Creeping Toward Dystopia


Amid the growing excitement about generative AI, there are also mounting concerns about its potential contribution to the erosion of civil liberties. The convergence of state intelligence agencies and surveillance capitalism underscores the threat that artificial intelligence poses to the future of democracy.

LONDON – With investors pouring billions of dollars into artificial intelligence-related startups, the generative AI frenzy is beginning to look like a speculative bubble akin to the Dutch tulip mania of the 1630s and the South Sea Bubble of the early eighteenth century. And, much like those episodes, the AI boom appears headed for an inevitable bust. Instead of creating new assets, it threatens to leave behind only mountains of debt.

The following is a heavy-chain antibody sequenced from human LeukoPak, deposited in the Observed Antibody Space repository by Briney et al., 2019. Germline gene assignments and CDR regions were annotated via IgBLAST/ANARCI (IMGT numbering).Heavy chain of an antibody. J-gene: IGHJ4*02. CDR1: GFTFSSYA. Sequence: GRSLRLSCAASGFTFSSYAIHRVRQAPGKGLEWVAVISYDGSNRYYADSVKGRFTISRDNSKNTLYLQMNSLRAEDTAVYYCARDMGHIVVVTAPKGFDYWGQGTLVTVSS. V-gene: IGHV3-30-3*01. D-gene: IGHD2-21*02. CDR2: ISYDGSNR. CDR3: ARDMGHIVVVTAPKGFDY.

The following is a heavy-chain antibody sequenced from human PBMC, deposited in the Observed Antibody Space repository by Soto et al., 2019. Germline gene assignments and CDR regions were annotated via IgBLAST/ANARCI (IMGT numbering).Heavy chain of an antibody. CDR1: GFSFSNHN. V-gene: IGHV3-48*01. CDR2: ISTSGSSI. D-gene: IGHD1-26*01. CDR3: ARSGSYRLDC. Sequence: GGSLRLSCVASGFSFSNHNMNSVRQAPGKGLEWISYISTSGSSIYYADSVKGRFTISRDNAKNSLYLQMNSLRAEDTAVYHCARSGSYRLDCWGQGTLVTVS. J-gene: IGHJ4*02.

Today’s AI hype is fueled by the belief that large language models like OpenAI’s newly released GPT-4 will be able to produce content that is virtually indistinguishable from output produced by humans. Investors are betting that advanced generative AI systems will effortlessly create text, music, images, and videos in any conceivable style in response to simple user prompts. 

Amid the growing enthusiasm for generative AI, however, there are mounting concerns about its potential impact on the labor market. A recent report by Goldman Sachs on the “potentially large” economic effects of AI estimates that as many as 300 million jobs are at risk of being automated, including many skilled and white-collar jobs.